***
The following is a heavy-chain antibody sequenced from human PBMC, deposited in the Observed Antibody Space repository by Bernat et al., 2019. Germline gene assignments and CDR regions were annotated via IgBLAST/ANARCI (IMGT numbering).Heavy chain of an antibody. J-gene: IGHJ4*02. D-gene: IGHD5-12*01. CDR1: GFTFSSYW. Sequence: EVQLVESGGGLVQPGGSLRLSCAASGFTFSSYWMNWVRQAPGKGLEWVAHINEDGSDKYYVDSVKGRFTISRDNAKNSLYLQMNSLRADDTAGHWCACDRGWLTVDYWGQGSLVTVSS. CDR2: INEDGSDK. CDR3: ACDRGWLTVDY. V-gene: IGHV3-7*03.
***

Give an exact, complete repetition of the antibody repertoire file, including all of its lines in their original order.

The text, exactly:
The following is a heavy-chain antibody sequenced from human PBMC, deposited in the Observed Antibody Space repository by Bernat et al., 2019. Germline gene assignments and CDR regions were annotated via IgBLAST/ANARCI (IMGT numbering).Heavy chain of an antibody. J-gene: IGHJ4*02. D-gene: IGHD5-12*01. CDR1: GFTFSSYW. Sequence: EVQLVESGGGLVQPGGSLRLSCAASGFTFSSYWMNWVRQAPGKGLEWVAHINEDGSDKYYVDSVKGRFTISRDNAKNSLYLQMNSLRADDTAGHWCACDRGWLTVDYWGQGSLVTVSS. CDR2: INEDGSDK. CDR3: ACDRGWLTVDY. V-gene: IGHV3-7*03.